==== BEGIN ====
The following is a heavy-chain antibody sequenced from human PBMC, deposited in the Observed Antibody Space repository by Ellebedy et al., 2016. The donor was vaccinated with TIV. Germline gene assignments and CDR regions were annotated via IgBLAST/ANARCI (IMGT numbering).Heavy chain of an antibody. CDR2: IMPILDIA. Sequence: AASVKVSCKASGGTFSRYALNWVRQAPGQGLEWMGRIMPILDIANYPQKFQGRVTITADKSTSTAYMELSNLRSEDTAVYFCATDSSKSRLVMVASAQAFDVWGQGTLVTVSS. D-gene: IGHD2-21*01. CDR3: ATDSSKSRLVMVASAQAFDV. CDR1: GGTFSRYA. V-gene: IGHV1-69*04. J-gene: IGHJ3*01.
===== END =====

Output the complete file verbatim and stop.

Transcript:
The following is a heavy-chain antibody sequenced from human PBMC, deposited in the Observed Antibody Space repository by Ellebedy et al., 2016. The donor was vaccinated with TIV. Germline gene assignments and CDR regions were annotated via IgBLAST/ANARCI (IMGT numbering).Heavy chain of an antibody. CDR2: IMPILDIA. Sequence: AASVKVSCKASGGTFSRYALNWVRQAPGQGLEWMGRIMPILDIANYPQKFQGRVTITADKSTSTAYMELSNLRSEDTAVYFCATDSSKSRLVMVASAQAFDVWGQGTLVTVSS. D-gene: IGHD2-21*01. CDR3: ATDSSKSRLVMVASAQAFDV. CDR1: GGTFSRYA. V-gene: IGHV1-69*04. J-gene: IGHJ3*01.